"Might," not "would"; and recall our earlier qualification: "at a minimum." It is uncertain whether the transaction had any purpose other than to create a tax saving for Downey that it agreed to share with Comdisco to induce the latter to participate. The transaction was the equivalent (for all but tax purposes) of a non-recourse loan, which is to say a loan in which the lender can look only to the collateral (the computers) for repayment; the borrower has no personal obligation to repay. The loan here was, as we said, the difference between the price that Downey paid for the computers and the upfront lease payment by Comdisco. The only way in which the sale contract and lease permitted Downey to recover the loan at the end of the five-year lease was by Downey's selling (or conceivably re-leasing) the computers at that time, when it would be free to do so. This meant that the risk of fluctuations in the market value of the computers was borne by Downey, even though Downey was not in the computer business and Comdisco was. Downey's only motive for the transaction may have been to save taxes, and Comdisco's only motive to be paid a share of the savings.

We cannot be certain of this; maybe Downey specializes in making loans secured by computers and holds a diversified portfolio of such loans that dampens the effect of fluctuations in the market value of particular computers, cf. W. P. Carey & Co. LLC, Hoover's In-Depth Company Records (Dec. 21, 2005), though there is no suggestion of these things in the record. As long as there was some nontax business rationale for the transaction, the fact that tax considerations figured prominently in the motivation for the transaction would not be fatal. United Parcel Service of America, Inc. v. Commissioner, 254 F.3d 1014, 1019-20 (11th Cir. 2001). At all events, whether the Internal Revenue Service would have questioned the transaction regardless of the residual value of the computers the parties have not said and we do not know. All that matters for this appeal is the Service's insistence that in an NOL soak-out the forecast of the residual value of the leased equipment at the expiration of the lease must not be unreasonably generous. Coleman v. Commissioner, 16 F.3d 821, 824-25 (7th Cir. 1994); Gilman v. Commissioner, 933 F.2d 143, 148-49 (2d Cir. 1991); Rice's Toyota World, Inc. v. Commissioner, supra, 752 F.2d at 92-93.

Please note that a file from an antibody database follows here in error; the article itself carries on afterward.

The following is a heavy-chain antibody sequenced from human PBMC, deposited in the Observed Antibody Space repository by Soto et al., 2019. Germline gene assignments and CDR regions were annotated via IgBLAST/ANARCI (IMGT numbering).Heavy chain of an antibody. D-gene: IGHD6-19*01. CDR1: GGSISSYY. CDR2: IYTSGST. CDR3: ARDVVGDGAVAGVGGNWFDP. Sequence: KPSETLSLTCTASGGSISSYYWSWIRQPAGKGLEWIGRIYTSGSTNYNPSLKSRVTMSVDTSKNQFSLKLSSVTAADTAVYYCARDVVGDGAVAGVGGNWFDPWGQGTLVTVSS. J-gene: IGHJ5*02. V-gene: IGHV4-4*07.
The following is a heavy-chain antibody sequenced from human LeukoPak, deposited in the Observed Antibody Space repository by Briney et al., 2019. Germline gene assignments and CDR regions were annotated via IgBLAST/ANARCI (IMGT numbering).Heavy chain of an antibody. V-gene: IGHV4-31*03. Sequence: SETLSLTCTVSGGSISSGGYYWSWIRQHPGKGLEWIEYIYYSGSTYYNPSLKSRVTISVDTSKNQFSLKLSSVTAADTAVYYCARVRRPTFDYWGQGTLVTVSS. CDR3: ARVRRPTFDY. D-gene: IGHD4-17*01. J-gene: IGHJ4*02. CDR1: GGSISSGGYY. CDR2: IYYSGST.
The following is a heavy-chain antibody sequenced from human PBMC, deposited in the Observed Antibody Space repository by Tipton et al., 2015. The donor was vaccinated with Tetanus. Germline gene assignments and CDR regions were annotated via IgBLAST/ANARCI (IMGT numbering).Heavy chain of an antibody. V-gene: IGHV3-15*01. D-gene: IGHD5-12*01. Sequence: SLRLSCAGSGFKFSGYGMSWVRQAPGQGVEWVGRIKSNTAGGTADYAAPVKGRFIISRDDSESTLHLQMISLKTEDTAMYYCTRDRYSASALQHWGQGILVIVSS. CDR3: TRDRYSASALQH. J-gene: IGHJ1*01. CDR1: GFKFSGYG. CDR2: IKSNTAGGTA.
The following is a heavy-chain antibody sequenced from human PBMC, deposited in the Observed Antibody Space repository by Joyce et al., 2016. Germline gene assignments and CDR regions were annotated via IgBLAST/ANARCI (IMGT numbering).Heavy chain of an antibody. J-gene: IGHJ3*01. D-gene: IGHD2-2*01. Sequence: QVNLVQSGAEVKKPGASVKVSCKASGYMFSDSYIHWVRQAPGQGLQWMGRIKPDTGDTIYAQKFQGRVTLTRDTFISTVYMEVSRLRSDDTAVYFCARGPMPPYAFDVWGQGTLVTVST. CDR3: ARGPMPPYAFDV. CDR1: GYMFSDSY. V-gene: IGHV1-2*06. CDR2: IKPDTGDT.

The Service is concerned with an inflated forecast because the lower the residual value is expected to be, the likelier the transaction is to be a sham. To illustrate, suppose the purchase price in the sale part of the sale and leaseback arrangement is 100 and the forecasted residual value (discounted to present value) of the purchased property is 30. Then the present value of the lease would be 70, and it would be easy to see how the sale and leaseback could indeed be a method of financing the lessee, since he would be receiving the purchase price of 100, immediately paying 70 back to the lessor, and thus retaining 30 to finance his other operations. But suppose that the expected residual value of the leased equipment is not 30 but 5, so that all the lessee receives is a "loan" of 5. The suspicion of a sham transaction is now strong; and in fact the IRS insists that, at least for purposes of the taxpayer's obtaining advance clearance of the transaction, the forecasted residual value be at least 20 percent of the purchase price. IRS Rev. Proc. 2001-28 § 4.01(3).

Marshall & Stevens, a nationwide valuation firm, was asked, probably by Comdisco although the bankruptcy court made no finding, to forecast the residual value of the computers that Comdisco was selling to Downey. M&S forecast that the computers would be worth $9 million upon the expiration of the lease-a shade under the IRS's 20 percent benchmark but close enough to make a challenge by the Service unlikely on the basis of the benchmark (for remember that it's what the taxpayer must show to get advance clearance), provided that the forecast was reasonable. So the deal closed.

That was in 1990. In 1995 the lease expired and Downey was revested with the computers. Their market value, it turned out, was so much lower than $9 million-it was a paltry $200,000-that the IRS became suspicious. Eventually it determined that the sale and leaseback transaction had been largely though not entirely a sham, and denied about half of the tax benefit that Downey had sought, and as a result Downey owed $7.8 million in additional taxes.